We examined the variation in the origin of the tibialis anterior muscle from the lateral aspect of the tibial shaft and interosseous membrane as well as the variation in the morphology of its musculotendinous junction. Forty cadaveric lower leg specimens (20 right and 20 left) were dissected to reveal the anterior compartment. The origin of the tibialis anterior muscle and its relation to the lateral tibial shaft and interosseous membrane were determined. The position of the musculotendinous junction relative to the medial malleolus was also measured. Tibial length ranged from 29.5 to 45 cm (mean, 36.5±3.1 cm). The distal limit of the muscle origin was 5.9 to 20.5 cm (mean, 12.1±3.3 cm) from the tip of the medial malleolus. The distance between the musculotendinous junction and the medial malleolus ranged from 1.4 to 10.8 cm (mean, 6.1±1.9 cm). The attachment of the muscle belly ends between 15.3 and 31.8 cm (mean, 24.4±4.1 cm) distally from the joint line at the knee. There was no statistical correlation between tibial length and muscle morphology.
This variation warrants consideration in the percutaneous insertion of screws in the distal end of long plates, as the neurovascular bundle may be injured in patients with a shorter muscle belly. We advocate an open distal approach to protect the neurovascular bundle during insertion of the plate and distal screws.
Percutaneous fixation of tibial fractures using a less invasive stabilization system (Synthes GmbH, Solothurn, Switzerland) is becoming increasingly common.1-5 Diaphyseal fractures may be fixed percutaneously with angular stable plates bridging the fracture.6 The indication for the use of these plates also extends to metaphyseal fractures with or without intra-articular involvement. Closed reduction of diaphyseal fractures is performed with fluoroscopic control. The plate is then applied to the lateral surface of the tibia between the tibialis anterior muscle and the periosteum through a 50-mm incision running distally from Gerdy’s tubercle. The distal screws are placed through stab incisions. Damage to neurovascular structures has been described with longer plates, requiring placement of distal screws.7
We examined the variation in the origin of the tibialis anterior muscle from the lateral aspect of the tibial shaft and interosseous membrane as well as the variation in the morphology of the musculotendinous junction in relation to the medial malleolus. In the percutaneous technique for tibial osteosynthesis, the plate is inserted between the muscle and periosteum. This protects the neurovascular bundle as it lies within the muscle belly.8,9 Shorter muscle bellies protect the neurovascular bundle for a smaller portion of their proximal course in the anterior compartment, increasing the chances of injury with the insertion of longer plates.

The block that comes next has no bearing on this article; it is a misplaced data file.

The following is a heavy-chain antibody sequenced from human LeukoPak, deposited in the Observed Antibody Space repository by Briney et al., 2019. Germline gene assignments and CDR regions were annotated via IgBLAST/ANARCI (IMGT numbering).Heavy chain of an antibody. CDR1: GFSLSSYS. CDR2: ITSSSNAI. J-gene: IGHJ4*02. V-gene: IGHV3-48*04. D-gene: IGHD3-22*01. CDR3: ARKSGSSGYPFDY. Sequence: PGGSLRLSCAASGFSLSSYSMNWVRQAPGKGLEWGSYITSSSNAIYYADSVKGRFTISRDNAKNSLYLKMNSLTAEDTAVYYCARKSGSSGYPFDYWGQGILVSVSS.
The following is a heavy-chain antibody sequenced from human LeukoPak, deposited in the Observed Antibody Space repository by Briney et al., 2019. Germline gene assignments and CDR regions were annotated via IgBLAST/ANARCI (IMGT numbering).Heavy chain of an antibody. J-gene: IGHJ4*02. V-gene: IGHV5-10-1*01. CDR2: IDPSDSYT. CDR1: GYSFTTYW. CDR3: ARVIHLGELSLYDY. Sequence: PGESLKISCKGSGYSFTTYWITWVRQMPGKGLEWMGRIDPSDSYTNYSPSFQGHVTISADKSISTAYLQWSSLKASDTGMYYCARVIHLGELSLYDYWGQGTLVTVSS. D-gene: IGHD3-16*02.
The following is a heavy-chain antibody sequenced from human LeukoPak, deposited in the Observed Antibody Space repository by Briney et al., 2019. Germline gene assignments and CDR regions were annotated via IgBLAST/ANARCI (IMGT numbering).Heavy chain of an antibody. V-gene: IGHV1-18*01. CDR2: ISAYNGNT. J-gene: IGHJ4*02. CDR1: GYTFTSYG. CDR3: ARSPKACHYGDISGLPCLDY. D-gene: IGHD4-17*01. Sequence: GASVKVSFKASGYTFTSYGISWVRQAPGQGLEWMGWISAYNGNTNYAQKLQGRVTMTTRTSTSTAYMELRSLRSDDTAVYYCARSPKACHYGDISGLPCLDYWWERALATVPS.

Materials and Methods
Forty cadaveric lower-leg specimens (20 left and 20 right, unpaired), prepared by the Thiel method, were used.10 The age of the specimens ranged from 55 to 83 years (mean, 71.5 years). Twenty-two specimens were from men and 18 from women. None of the specimens had had previous surgery or sustained injuries. The absence of previous bony injuries was confirmed with radiographs. The length of the tibia was measured as the distance between the center of the medial joint line at the knee and the tip of the medial malleolus.11 A mathematical method using stature regression formulae correlates tibial length with body height.
Following the removal of skin and superficial fascia, the anterior osteofascial compartment of the lower leg was identified. The deep fascia was then removed. The tibialis anterior and extensor hallucis longus muscles were dissected out (Figure 1). The distal limit of the tibialis anterior muscle origin was identified with a magnifying glass. This was then marked with a needle, and the vertical distance to the level of the medial malleolus was measured with a sliding gauge. The distal tip of the transition zone was identified with a magnifying glass and taken as the musculotendinous junction, and its vertical distance to the level of the medial malleolus was measured with a sliding gauge. The data were recorded and analyzed using Microsoft Excel 2003 (Microsoft, Redmond, Washington). Student t test was used for statistical analysis of the data. P values <.05 were="" regarded="" as="" statistically="" significant.="">